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Team Chop to take on full route of 2015 Tour de France - on a Raleigh Chopper (+ video)

It's about the rider, not the bike, says cycling coach Dave Sims - and he plans to prove it next summer...

Can someone riding a Raleigh Chopper make it round the 3,344 kilometres – that’s 2,078 miles – of the route of next year’s Tour de France, Alpe d’Huez and all? That’s what British cyclist Dave Sims, who this summer tackled L’Etape du Tour on the iconic bike, plans to do next July.

Sims, plus sports masseur Mo, bus driver, chef and psychologist Jonathan and mechanic Chris, form Team Chop.

With UCI ProTeam status secured (that’s Union Chopper International), they will set out from Utrecht on Thursday 2 July, two days before the Grand Départ of the race itself.

The quartet are raising money for the charity Help for Heroes, with Sims inspired after meeting an ex-servicewoman in Mallorca earlier this year who is in the British Paralympic team and had just ridden up one of the island’s biggest climbs on a handcycle.

Lancashire-based Sims runs cycling-focused coaching business My Performance Coach and is confident of completing the 21 stages.

On the Team Chop website, he says: “People told me the chopper can't climb mountains. It did. People told me it can't descend at speed. It did. I got told I can't do the Etape Du Tour on a chopper. I did. I get told I can't do the Tour De France on a chopper. I WILL.”

The bike is a slightly modified version of the one that many road.cc readers will have ridden back in the 1970s and 1980s, with a three 8-speed Sturmey Archer hub, rather than the 3-speed version that came with the original. Here’s the spec.

• Mark 3 Chopper
• Single chain ring (41 teeth)
• Aluminium alloy frame (15.9kg)
• 8 speed Sturmey-Archer hub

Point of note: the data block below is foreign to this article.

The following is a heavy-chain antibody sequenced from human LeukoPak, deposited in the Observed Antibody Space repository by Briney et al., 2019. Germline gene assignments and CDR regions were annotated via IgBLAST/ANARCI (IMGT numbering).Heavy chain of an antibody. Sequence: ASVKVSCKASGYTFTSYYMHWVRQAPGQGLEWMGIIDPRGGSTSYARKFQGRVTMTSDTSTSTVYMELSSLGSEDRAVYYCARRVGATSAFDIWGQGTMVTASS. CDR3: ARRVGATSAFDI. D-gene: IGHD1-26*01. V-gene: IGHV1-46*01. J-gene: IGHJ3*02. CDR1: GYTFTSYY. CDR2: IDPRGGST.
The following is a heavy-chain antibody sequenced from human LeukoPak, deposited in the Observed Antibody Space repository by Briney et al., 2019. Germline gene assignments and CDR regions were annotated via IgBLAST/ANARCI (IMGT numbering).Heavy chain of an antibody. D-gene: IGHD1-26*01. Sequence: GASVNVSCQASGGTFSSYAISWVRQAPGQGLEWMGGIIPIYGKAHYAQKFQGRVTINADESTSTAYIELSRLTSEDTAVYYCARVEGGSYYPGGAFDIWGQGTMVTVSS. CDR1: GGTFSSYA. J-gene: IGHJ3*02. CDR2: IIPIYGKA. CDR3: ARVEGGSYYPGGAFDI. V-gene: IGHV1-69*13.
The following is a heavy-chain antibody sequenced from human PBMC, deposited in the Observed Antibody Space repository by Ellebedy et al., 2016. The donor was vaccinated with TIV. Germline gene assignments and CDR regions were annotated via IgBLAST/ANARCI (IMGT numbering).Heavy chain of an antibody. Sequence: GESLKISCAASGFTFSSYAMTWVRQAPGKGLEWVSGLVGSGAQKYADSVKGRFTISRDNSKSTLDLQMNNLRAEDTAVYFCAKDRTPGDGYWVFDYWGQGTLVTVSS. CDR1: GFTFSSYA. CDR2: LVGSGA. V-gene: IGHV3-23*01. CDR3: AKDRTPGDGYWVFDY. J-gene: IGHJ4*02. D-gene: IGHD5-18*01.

• Original chopper tyres (max 4 bar pressure)
• Lengthened steel seat post
• Pointless tennis balls (x2)
• Reflective spokey dokeys (x 38)
• Original rusty horn (x1).

Sims doesn’t adhere to the Velominati school of ‘Rules,’ but has five of his own:

Rule #1 - Respect your body over the bike. Are your arteries as clean and smooth as your frame is? No.

Rule #2 - It's YOU that needs to change, not the bike.

Rule #3 - The British use MPH. Always have. Always will. 10, 25, 50 and 100 TT's are here to stay!

Rule #4 - It's NOT about the bike.

Rule #5 - Always respect the ability of the rider over the bike. Team Chop doesn't do cycle snobbery.

A video posted to YouTube last week shows Sims taking the Chopper to a speed of 39mph.

“We are quite sure that speeds of this nature have never been recorded on such a mode of transport before,” says Team Chop.

“Proof if ever you wanted it, that it's not about the bike, but what you have to power it!”

Next summer in the Netherlands and France, he anticipates a rather more sedate average speed of 14-16mph.

You can follow Team Chop on Strava here.

Simon joined road.cc as news editor in 2009 and is now the site’s community editor, acting as a link between the team producing the content and our readers. A law and languages graduate, published translator and former retail analyst, he has reported on issues as diverse as cycling-related court cases, anti-doping investigations, the latest developments in the bike industry and the sport’s biggest races. Now back in London full-time after 15 years living in Oxford and Cambridge, he loves cycling along the Thames but misses having his former riding buddy, Elodie the miniature schnauzer, in the basket in front of him.

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